If anything good came of the COVID-19 pandemic for Cargill Protein, it may have been the growth in popularity of its Castle Wood Reserve line of packaged deli meats.

Castle Wood Reserve, which Cargill describes as a “premium sliced deli solution for the meat department” that “offers consumers the same quality deli meat they expect from the full-service case” comes in the following varieties:

  • Smokey honey turkey breast
  • Uncured honey ham
  • Angus seasoned roast beef
  • Virginia brand uncured ham
  • Oven roasted turkey breast
  • Oven roasted chicken breast
  • Turkey pastrami
  • Four pepper turkey breast

Citing Nielsen data, Tom Windish, president of Cargill Protein’s retail channel, said Castle Wood Reserve leads the packaged lunchmeat category in growth, with he brand up 550%, compared to the average of all other brands, which is an increase of 3.3%.

Windish said there were several consumer trends Cargill noticed during the COVID-19 pandemic. One was a desire for a better product that gave consumers consistent quality. The other was consumers were eating at home more, and Castle Wood Reserve’s package size was appealing.

“That translated into a lot of momentum with retail customers,” said Windish. “They saw the value in it. It’s working. It’s the No. 1 growing brand in deli today in the United States, and we’re excited to be able to offer that to our customers.”

The brand’s supply chain

The brand sources most of its turkey and beef through its own network, Windish said, and the processing and slicing of the Castle Wood Reserve products are done at Cargill’s value-added meat plant in Nebraska City, Nebraska.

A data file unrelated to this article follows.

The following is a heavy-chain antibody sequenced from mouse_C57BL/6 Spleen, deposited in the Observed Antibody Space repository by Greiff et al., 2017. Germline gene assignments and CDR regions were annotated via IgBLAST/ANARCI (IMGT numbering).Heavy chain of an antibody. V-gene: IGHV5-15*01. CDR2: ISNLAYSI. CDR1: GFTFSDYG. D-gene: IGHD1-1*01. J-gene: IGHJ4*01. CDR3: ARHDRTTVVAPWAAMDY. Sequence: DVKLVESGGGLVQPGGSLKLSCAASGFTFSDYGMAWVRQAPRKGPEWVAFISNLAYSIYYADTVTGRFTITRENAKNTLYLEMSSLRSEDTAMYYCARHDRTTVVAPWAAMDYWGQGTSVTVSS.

The pandemic caused some supply chain issues for other meat and poultry plants, and Windish acknowledged that the Castle Wood Reserve brand experienced some challenges as well, but Cargill kept a close eye on every step along the supply chain, and the investments that were made paid off.

“Always evaluate your network for efficiencies, and ask what you can do to keep that product on the shelves,” he said.

Windish said the company “worked hard to make sure people were safe” regarding COVID-19, which contributed to the fact that the Nebraska City plant did not have to halt production.


Maintaining momentum

As the severity of the pandemic continues to ease and many consumers are eating out more than they were during the pandemic’s earlier stages, Cargill Protein leaders are optimistic the Castle Wood Reserve line will maintain its popularity.

During the Annual Meat Conference, held virtually on March 22-25, predicting which consumer trends will change and what will remain was a common topic of discussion as consumers get more comfortable with eating out, Windish noted. That is a topic on Windish’s mind, but he isn’t worried about it.

“We also believe people have picked up cooking skills,” he said. “They’ve been experimenting, and in this case, with sandwich builds. We don’t think that just goes away, and that value equation of ‘hey, I can provide my family with a nice option with Castle Wood meats versus going to, perhaps, a sub shop,’ is not forgotten after COVID.”

Hilary Gerard, Cargill Protein director of brand and marketing, agrees. She said they have been keeping an eye on not only brand penetration, but also brand loyalty. 

And what they are finding out is that once consumers are familiar with the brand, they have identified it as one they don’t want to live without.

“The product is proving itself,” she said.

View our continuing coverage of the coronavirus/COVID-19 pandemic.